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Hi eksperimental.

Thanks for the reply but I don’t follow you. To be clear I was looking for counter-examples where using a @type alias for a primitive typed argument such as String.t() was adding information.


Thanks al2o3cr

Good point about some arguments not being named.

I guess if I understand your other point what you are saying is about relating the spec to the function signature to make the spec easier to read?


Usernames and passwords could be anything. They don’t necessarily need to be a string. The password could have been a string of a certain length, or non-negative-integer, or a charlist, or a nonempty_charlist.
If it is not telling you anything, at least it is telling it to Dialyzer.

Personally, nor it is an overhead to read the spec of a function, even if its obvious, neither it is to write it. Because eventually you will realize that Dialyzer will warn you about something that you are doing and you are not supposed to. It is also less overhead for me to look at the spec and know what to pass and what to expect, without even reading the docs.

This is because it is easier to refer to year than to integer or to 1000..9999. It is also easier to read, and to maintain.
If you are only going to use the type once, it is overkill to create a type for that (you can solve it by defining the spec with the :: operator: @spec current_age(year :: integer) :: integer. But if you are going to reuse it, it is clearer in intention. The typical example would be the t/0 type in many modules. Such as String.t(), or Enum.t() or Keyword.t(). You may wonder, why on earth do we use Enum.t() instead of term(). Well, anything could be an enumerable provided the type implements the Enumerable protocol, but by using Enum.t() it is implying that is a term that implements the Enumerable protocol (even though Dialyzer won’t be able to check it). Well, same with year()

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Short answer: code comprehensibility. I want to be able to pick up any project 6 months later and the code to immediately make sense to me.

To me this is NOT obvious or intuitive:

@spec do_stuff(integer()) :: no_return()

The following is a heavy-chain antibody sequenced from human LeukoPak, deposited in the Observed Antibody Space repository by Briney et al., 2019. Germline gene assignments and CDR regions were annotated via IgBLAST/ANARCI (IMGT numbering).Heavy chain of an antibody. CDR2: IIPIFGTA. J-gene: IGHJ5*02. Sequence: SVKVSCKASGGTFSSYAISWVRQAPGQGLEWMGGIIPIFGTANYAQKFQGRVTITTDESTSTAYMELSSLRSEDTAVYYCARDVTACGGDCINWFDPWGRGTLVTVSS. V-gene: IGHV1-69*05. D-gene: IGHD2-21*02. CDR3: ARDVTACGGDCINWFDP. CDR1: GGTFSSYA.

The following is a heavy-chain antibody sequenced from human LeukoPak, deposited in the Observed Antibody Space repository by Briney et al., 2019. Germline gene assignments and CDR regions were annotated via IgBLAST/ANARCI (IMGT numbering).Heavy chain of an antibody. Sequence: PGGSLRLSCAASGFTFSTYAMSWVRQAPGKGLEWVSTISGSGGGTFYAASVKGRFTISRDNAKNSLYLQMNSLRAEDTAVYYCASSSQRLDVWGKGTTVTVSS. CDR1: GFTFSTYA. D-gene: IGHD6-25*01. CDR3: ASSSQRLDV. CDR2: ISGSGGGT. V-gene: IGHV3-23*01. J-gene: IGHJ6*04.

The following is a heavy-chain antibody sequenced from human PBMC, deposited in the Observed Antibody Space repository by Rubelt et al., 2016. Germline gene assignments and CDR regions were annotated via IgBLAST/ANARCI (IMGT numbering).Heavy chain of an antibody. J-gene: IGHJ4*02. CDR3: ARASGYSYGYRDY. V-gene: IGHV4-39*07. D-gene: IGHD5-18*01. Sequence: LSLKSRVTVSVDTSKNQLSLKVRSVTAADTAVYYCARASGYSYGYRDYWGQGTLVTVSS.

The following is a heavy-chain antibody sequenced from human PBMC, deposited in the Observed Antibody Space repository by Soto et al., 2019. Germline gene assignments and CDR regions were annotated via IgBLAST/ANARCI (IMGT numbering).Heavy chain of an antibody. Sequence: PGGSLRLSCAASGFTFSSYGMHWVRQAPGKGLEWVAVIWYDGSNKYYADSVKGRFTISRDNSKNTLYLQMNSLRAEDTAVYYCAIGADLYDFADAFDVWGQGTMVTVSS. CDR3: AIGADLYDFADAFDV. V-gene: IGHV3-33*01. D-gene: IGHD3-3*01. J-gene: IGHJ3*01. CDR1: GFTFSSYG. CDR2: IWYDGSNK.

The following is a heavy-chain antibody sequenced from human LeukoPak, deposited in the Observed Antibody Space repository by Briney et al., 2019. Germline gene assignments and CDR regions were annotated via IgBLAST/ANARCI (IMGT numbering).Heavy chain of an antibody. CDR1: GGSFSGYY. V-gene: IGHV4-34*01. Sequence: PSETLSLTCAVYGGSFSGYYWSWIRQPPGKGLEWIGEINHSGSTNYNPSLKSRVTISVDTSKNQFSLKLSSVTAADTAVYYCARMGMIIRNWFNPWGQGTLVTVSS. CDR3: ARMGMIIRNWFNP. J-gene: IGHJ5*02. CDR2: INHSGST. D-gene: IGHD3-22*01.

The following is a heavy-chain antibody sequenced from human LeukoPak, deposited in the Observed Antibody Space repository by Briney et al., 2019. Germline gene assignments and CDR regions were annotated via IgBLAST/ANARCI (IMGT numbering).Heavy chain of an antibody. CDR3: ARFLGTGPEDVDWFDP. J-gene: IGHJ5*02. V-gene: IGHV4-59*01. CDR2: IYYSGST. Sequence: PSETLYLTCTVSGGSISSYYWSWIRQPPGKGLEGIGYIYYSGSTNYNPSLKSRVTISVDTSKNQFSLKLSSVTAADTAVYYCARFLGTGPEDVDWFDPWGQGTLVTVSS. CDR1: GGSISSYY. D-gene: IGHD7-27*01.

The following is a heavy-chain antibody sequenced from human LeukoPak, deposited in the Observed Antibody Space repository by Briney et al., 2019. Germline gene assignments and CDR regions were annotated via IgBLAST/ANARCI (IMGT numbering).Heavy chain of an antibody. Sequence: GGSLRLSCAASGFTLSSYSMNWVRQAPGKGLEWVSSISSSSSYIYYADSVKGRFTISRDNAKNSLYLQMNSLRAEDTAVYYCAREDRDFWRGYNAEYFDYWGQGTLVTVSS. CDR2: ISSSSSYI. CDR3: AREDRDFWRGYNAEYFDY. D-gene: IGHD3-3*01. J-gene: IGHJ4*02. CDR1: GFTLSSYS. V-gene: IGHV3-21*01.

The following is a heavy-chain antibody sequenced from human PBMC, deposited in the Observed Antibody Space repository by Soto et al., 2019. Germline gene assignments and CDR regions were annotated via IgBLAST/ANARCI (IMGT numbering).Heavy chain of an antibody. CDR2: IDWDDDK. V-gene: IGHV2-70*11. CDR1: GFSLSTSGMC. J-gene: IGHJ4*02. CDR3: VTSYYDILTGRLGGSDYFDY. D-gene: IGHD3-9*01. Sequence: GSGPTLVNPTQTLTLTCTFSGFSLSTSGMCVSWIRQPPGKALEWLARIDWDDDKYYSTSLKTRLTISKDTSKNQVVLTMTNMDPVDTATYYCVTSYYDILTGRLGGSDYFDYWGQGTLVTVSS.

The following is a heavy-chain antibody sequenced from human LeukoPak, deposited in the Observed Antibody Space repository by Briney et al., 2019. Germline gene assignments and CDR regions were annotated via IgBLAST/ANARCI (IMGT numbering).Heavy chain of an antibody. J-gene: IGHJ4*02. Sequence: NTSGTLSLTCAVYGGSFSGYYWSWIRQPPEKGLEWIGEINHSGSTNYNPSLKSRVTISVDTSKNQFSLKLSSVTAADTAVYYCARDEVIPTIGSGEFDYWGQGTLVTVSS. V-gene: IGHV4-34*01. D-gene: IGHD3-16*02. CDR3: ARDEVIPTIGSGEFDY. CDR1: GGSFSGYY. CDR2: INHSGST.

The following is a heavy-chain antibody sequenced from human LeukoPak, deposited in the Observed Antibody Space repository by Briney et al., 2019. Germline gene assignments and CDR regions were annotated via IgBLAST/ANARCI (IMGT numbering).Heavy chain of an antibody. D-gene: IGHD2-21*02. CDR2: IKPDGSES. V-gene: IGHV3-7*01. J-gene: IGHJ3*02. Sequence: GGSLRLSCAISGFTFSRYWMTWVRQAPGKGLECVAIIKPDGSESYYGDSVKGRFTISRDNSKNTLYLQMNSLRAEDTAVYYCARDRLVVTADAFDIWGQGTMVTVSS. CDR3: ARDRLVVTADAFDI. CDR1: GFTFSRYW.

def do_stuff(year) when is_integer(year), do: ...

This, however, is:

@type year :: 1000..9999

defguard is_year(x) when is_integer(x) and x in 1000..9999

@spec do_stuff(year()) :: no_return()
def do_stuff(year) when is_year(year), do: ...

The value of such aliases becomes apparent when your modules are 100 LoC or more; you find yourself wondering why the hell is this thing an integer or a String; you clearly remember it as a list!

The value proposition is not obvious in hobby projects. A lot of people make the mistake to think “meh, this seems more work than it’s worth right now so I am going to skip it” which severely bites them in the a$$ when they start participating in a commercial project.

(And none of that even mentions the kinda-sorta value you get from Dialyzer sometimes which still shouldn’t be ignored if you can afford to type-spec your code.)

So, TL;DR: documentability and readability. And ease of longer-term maintenance.


Definitely buy into the type aliases where they specify additional information. I hadn’t realised before this conversation that you could specify a range of legal values for an integer, for example.

I also like your use of defguard I think that is pretty clear. Is there a downside to using these liberally?

In fact your defguard example is so good isn’t the spec redundant (except, perhaps, for the no_return()? Is the use of the year alias here just to keep things consistent?

I also want to thank everyone who replied — you’ve greatly helped me understand the value of the specs and I’ve learned a lot. Thank you.


Save for accumulating too much of them, no. But there are ways around it, e.g. you can just extract them to a helper module.

Kind of, yes, but they also serve different purposes. @spec also goes into your ex_docs which can save your team time when reading / extending the code. In a tight-knit paid work team the benefit isn’t that big but in an open-source library you shouldn’t skip any @specs.

Plus, Dialyzer can help you every now and then. As mentioned above, if you can spare the extra dev time expense, do invest in @specs.

Nope, just depends on context. In this case the answer to your question is “yes” but it needn’t be always.

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Ah that’s something I hadn’t noted, that specs go into the documentation. Yes, I see that could be valuable.

Thanks for following up.